The invention should not limited to the above particular embodiments and many modifications and variations may be made by, those skilled in the art. For example, in place of silicon nitride films, SiO2-x (0<x<2) or Six C1-x (0<x<1) can be used.

Patent Citations
Cited PatentFiling datePublication dateApplicantTitle
US4661829 *Jun 5, 1985Apr 28, 1987American Telephone And Telegraph Company, At&T Bell LaboratoriesDevice using ordered semiconductor alloy
US4792832 *Apr 24, 1987Dec 20, 1988Nec CorporationSuperlattice semiconductor having high carrier density
JPS6127681A * Title not available
JPS60109283A * Title not available
JPS60133719A * Title not available
Non-Patent Citations
1Bean, "Epitaxial Laser Crystallization of Thin Film Amorphous Silicon", Appl. Phys. Lett., vol. 33, No. 3, 8/78, pp. 227-229.
2 *Bean, Epitaxial Laser Crystallization of Thin Film Amorphous Silicon , Appl. Phys. Lett., vol. 33, No. 3, 8/78, pp. 227 229.
3Kamins, "Surface Stabilization of Poly. Silicon Films During Laser Recrystallization", J. Electrochem. Soc., 128(8), 8/81, pp. 1824-1826.
4 *Kamins, Surface Stabilization of Poly. Silicon Films During Laser Recrystallization , J. Electrochem. Soc., 128(8), 8/81, pp. 1824 1826.
5Kimura, "Strong <100> Texture Formation of Poly. Silicon Films on Amorphous Insulator by Laser Recrystallization", Appl. Phys. Lett., 45(8), 10/84, pp. 854-856.
6 *Kimura, Strong 100 Texture Formation of Poly. Silicon Films on Amorphous Insulator by Laser Recrystallization , Appl. Phys. Lett., 45(8), 10/84, pp. 854 856.
7Labley, "Effects of Various Encapsulating Films on Laser Recrystall. of Silicon on SiO2 ", J. Appl. Phys., 53(12), 12/82, pp. 9038-9042.
8 *Labley, Effects of Various Encapsulating Films on Laser Recrystall. of Silicon on SiO 2 , J. Appl. Phys., 53(12), 12/82, pp. 9038 9042.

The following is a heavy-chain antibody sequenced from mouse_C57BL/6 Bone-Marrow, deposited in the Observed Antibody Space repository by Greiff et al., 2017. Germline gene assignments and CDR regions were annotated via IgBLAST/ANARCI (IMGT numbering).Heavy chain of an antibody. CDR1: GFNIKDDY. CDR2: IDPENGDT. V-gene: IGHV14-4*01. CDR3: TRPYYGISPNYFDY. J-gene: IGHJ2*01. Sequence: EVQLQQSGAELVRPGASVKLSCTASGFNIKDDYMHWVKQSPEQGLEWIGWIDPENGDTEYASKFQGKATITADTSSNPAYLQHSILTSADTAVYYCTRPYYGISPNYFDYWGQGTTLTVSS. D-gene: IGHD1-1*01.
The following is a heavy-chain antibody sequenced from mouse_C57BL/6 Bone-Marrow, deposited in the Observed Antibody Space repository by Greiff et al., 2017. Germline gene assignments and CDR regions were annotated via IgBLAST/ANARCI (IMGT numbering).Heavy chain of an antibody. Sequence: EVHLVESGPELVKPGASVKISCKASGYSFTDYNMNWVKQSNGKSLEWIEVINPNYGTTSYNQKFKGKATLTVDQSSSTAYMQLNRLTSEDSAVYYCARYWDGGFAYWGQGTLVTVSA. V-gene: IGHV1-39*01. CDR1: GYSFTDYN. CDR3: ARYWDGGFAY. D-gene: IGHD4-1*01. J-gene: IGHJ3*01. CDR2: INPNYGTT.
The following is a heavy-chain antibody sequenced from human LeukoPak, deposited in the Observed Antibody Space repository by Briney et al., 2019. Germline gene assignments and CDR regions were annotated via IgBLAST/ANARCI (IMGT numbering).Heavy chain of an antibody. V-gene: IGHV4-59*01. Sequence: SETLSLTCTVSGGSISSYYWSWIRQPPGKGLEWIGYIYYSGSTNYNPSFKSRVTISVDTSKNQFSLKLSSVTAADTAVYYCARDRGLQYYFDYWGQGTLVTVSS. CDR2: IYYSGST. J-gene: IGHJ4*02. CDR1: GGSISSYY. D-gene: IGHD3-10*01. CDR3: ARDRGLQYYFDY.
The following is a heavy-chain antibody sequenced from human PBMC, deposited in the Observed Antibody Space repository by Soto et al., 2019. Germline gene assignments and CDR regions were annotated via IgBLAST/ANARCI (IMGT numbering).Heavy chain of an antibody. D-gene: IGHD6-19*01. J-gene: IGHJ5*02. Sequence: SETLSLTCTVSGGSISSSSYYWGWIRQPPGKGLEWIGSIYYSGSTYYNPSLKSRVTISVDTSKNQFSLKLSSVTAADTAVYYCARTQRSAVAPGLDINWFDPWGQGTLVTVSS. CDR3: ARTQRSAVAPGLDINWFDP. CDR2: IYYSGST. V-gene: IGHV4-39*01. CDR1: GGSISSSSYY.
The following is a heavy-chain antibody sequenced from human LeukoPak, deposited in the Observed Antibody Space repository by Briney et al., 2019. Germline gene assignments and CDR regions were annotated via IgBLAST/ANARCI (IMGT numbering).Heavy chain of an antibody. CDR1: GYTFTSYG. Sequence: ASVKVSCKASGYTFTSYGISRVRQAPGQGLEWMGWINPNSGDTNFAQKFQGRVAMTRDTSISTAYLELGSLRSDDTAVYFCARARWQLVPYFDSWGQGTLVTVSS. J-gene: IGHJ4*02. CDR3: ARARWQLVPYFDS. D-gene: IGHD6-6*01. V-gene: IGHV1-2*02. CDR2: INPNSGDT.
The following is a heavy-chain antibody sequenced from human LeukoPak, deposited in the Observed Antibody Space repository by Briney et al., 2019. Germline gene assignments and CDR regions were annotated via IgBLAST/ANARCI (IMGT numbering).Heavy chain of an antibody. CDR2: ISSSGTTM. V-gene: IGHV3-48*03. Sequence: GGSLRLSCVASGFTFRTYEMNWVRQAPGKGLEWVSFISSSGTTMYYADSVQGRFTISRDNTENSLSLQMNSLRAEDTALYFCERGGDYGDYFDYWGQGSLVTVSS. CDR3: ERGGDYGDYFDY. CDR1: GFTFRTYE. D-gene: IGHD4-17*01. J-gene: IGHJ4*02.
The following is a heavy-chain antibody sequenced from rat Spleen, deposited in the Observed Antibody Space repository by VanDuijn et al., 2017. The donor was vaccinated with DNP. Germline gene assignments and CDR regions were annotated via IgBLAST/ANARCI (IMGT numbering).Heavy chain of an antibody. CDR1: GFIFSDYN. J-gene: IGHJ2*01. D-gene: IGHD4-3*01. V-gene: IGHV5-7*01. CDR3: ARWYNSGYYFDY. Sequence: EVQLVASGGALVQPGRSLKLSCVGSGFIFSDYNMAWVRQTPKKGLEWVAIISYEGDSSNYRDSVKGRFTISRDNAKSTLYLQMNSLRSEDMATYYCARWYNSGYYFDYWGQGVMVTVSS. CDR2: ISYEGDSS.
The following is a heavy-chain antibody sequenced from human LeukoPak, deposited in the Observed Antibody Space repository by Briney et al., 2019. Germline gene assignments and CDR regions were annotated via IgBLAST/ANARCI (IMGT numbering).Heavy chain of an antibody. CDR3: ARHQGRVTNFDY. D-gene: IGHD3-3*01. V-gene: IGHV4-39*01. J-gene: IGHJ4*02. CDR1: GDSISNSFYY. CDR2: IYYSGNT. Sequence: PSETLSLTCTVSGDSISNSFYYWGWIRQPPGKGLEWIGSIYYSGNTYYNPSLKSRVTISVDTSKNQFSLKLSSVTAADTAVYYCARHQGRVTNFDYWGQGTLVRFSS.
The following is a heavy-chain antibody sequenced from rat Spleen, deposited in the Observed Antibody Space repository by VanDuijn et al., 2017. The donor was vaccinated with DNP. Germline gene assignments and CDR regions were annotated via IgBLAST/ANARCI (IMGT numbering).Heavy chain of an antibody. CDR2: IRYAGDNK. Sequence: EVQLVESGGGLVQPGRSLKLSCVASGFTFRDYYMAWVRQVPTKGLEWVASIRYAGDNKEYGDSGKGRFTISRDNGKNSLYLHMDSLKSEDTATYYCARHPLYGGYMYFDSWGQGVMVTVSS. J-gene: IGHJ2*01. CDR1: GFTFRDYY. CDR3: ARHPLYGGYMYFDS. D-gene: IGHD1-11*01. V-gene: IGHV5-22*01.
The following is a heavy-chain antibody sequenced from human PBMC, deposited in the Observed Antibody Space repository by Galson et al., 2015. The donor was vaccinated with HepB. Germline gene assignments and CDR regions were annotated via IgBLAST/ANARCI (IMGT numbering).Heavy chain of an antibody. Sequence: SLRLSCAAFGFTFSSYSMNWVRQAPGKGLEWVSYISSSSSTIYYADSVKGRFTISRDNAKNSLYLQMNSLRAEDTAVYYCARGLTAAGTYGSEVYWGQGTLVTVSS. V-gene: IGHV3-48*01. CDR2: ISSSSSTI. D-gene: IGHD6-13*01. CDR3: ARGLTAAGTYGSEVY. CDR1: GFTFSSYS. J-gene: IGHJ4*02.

9 *VLSI Technology, 1983, Sze, pp. 51 and 220 224.
10VLSI Technology, 1983, Sze, pp. 51 and 220-224.
Referenced by
Citing PatentFiling datePublication dateApplicantTitle
US5202277 *Jul 22, 1992Apr 13, 1993Matsushita Electric Industrial Co., Ltd.Method of fabricating a semiconductor device
US5212104 *Mar 9, 1992May 18, 1993Siemens AktiengesellschaftMethod for manufacturing an mos transistor
US5420059 *Feb 18, 1994May 30, 1995International Business Machines CorporationMethod of making a high performance MESFET with multiple quantum wells
US6444506 *Oct 23, 1996Sep 3, 2002Semiconductor Energy Laboratory Co., Ltd.Method of manufacturing silicon thin film devices using laser annealing in a hydrogen mixture gas followed by nitride formation
US6709935Mar 26, 2001Mar 23, 2004Advanced Micro Devices, Inc.Method of locally forming a silicon/geranium channel layer
US6743680 *Jun 22, 2000Jun 1, 2004Advanced Micro Devices, Inc.Process for manufacturing transistors having silicon/germanium channel regions
U.S. Classification438/285, 438/282, 148/DIG.91, 148/DIG.160, 257/E29.076, 148/DIG.90, 257/E29.056
International ClassificationH01L29/15, H01L29/10
Cooperative ClassificationY10S148/091, Y10S148/09, Y10S148/16, H01L29/1054, H01L29/152
European ClassificationH01L29/15B2, H01L29/10D2B4
Legal Events
Oct 14, 1994FPAYFee payment
Year of fee payment: 4
Oct 15, 1998FPAYFee payment
Year of fee payment: 8
Oct 30, 2002REMIMaintenance fee reminder mailed
Apr 16, 2003LAPSLapse for failure to pay maintenance fees
Jun 10, 2003FPExpired due to failure to pay maintenance fee
Effective date: 20030416